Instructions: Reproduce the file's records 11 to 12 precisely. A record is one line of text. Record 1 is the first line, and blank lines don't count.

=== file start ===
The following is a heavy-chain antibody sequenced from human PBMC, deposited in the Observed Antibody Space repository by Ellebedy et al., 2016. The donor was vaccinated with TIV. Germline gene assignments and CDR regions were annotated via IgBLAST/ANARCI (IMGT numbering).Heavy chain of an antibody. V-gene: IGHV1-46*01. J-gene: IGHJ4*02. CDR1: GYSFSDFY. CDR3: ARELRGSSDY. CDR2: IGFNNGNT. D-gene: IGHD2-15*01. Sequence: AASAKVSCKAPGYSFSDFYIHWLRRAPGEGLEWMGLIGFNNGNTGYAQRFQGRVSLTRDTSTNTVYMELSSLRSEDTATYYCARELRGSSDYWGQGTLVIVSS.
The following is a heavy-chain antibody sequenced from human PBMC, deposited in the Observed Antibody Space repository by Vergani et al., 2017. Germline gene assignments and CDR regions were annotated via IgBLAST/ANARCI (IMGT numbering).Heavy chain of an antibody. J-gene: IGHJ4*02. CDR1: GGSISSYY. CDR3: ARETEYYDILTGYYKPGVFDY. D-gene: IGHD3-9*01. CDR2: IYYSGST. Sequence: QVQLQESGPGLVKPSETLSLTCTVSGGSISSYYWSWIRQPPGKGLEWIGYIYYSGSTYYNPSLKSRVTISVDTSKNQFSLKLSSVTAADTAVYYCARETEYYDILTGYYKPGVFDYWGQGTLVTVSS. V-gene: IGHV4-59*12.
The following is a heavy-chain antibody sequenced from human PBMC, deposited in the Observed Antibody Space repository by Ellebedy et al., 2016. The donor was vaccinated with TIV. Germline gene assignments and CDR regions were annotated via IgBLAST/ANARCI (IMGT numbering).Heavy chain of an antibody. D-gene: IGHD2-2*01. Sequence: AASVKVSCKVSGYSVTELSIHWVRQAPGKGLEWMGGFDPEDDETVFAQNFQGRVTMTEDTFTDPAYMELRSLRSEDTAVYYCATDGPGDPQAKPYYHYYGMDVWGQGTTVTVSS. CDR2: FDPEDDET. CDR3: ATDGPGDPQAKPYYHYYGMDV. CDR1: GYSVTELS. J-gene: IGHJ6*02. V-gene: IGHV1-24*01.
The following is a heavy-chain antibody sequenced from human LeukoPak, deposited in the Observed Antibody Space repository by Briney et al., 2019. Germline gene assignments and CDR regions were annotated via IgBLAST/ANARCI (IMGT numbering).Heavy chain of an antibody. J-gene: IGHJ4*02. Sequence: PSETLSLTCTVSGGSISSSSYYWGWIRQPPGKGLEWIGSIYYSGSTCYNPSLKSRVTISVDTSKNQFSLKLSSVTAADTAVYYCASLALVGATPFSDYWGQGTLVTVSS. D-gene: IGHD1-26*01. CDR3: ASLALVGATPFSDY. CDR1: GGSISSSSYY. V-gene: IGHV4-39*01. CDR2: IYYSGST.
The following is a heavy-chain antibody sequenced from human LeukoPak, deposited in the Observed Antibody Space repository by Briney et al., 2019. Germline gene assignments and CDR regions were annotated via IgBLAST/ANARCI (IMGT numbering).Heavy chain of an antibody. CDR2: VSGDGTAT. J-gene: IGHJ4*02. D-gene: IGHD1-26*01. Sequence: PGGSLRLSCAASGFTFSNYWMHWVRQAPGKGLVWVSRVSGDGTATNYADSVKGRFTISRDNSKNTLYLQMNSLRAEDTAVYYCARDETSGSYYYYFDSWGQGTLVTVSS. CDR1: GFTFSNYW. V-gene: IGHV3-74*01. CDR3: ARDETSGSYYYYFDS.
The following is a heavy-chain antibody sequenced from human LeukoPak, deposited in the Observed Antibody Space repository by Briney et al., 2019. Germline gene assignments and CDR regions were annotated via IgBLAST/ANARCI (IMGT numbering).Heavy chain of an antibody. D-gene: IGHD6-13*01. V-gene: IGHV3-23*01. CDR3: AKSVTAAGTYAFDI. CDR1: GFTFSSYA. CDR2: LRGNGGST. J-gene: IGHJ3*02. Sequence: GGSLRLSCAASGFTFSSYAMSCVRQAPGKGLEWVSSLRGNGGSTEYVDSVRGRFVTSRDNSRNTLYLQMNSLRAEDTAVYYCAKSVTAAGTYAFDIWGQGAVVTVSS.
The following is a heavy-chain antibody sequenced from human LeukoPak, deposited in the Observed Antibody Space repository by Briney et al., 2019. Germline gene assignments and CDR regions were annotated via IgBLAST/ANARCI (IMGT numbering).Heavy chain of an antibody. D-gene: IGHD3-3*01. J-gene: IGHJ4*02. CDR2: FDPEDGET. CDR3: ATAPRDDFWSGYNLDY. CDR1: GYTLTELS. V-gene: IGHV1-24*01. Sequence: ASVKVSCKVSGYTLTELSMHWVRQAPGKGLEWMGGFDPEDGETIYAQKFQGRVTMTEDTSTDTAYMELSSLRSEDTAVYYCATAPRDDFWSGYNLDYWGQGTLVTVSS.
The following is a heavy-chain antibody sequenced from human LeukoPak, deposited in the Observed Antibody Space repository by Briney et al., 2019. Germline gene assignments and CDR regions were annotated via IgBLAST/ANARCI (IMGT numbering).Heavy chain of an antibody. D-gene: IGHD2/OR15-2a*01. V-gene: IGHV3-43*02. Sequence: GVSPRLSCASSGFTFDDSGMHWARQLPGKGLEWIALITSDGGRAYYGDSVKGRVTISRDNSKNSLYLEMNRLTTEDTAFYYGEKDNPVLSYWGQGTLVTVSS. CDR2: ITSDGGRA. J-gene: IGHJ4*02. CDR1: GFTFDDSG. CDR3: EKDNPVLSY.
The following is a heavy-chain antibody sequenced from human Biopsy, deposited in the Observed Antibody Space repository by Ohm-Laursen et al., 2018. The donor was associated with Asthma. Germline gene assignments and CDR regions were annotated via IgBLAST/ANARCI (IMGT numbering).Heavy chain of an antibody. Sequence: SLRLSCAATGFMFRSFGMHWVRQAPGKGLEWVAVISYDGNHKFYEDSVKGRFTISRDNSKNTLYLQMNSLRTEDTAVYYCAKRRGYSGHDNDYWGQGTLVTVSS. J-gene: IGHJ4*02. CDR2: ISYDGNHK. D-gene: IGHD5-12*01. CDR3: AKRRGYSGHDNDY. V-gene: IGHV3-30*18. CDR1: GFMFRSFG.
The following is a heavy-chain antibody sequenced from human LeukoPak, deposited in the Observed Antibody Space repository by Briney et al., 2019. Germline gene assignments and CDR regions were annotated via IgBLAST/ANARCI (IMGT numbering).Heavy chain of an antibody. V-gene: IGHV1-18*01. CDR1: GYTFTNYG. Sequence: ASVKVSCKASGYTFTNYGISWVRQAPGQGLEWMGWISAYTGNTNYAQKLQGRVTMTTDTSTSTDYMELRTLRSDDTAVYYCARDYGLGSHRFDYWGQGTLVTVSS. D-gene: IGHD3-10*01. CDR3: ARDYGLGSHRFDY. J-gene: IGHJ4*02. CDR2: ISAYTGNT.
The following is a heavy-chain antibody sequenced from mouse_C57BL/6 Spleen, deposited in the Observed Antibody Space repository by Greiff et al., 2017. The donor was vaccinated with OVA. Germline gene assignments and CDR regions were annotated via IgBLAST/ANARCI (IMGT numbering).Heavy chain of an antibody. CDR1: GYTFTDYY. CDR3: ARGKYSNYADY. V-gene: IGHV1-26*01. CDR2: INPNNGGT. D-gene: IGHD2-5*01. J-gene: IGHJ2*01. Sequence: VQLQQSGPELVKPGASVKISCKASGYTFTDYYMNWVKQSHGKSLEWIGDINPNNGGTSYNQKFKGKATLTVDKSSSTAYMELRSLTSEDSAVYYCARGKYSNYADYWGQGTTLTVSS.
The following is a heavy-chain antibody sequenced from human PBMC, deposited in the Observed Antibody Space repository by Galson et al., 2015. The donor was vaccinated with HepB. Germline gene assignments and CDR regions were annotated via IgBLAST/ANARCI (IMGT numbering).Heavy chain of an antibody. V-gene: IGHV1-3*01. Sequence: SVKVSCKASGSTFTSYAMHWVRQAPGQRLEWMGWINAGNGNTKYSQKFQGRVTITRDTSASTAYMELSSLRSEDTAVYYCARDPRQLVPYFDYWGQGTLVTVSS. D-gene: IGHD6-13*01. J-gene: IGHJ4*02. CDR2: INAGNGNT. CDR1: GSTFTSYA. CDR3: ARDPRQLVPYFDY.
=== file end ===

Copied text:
The following is a heavy-chain antibody sequenced from mouse_C57BL/6 Spleen, deposited in the Observed Antibody Space repository by Greiff et al., 2017. The donor was vaccinated with OVA. Germline gene assignments and CDR regions were annotated via IgBLAST/ANARCI (IMGT numbering).Heavy chain of an antibody. CDR1: GYTFTDYY. CDR3: ARGKYSNYADY. V-gene: IGHV1-26*01. CDR2: INPNNGGT. D-gene: IGHD2-5*01. J-gene: IGHJ2*01. Sequence: VQLQQSGPELVKPGASVKISCKASGYTFTDYYMNWVKQSHGKSLEWIGDINPNNGGTSYNQKFKGKATLTVDKSSSTAYMELRSLTSEDSAVYYCARGKYSNYADYWGQGTTLTVSS.
The following is a heavy-chain antibody sequenced from human PBMC, deposited in the Observed Antibody Space repository by Galson et al., 2015. The donor was vaccinated with HepB. Germline gene assignments and CDR regions were annotated via IgBLAST/ANARCI (IMGT numbering).Heavy chain of an antibody. V-gene: IGHV1-3*01. Sequence: SVKVSCKASGSTFTSYAMHWVRQAPGQRLEWMGWINAGNGNTKYSQKFQGRVTITRDTSASTAYMELSSLRSEDTAVYYCARDPRQLVPYFDYWGQGTLVTVSS. D-gene: IGHD6-13*01. J-gene: IGHJ4*02. CDR2: INAGNGNT. CDR1: GSTFTSYA. CDR3: ARDPRQLVPYFDY.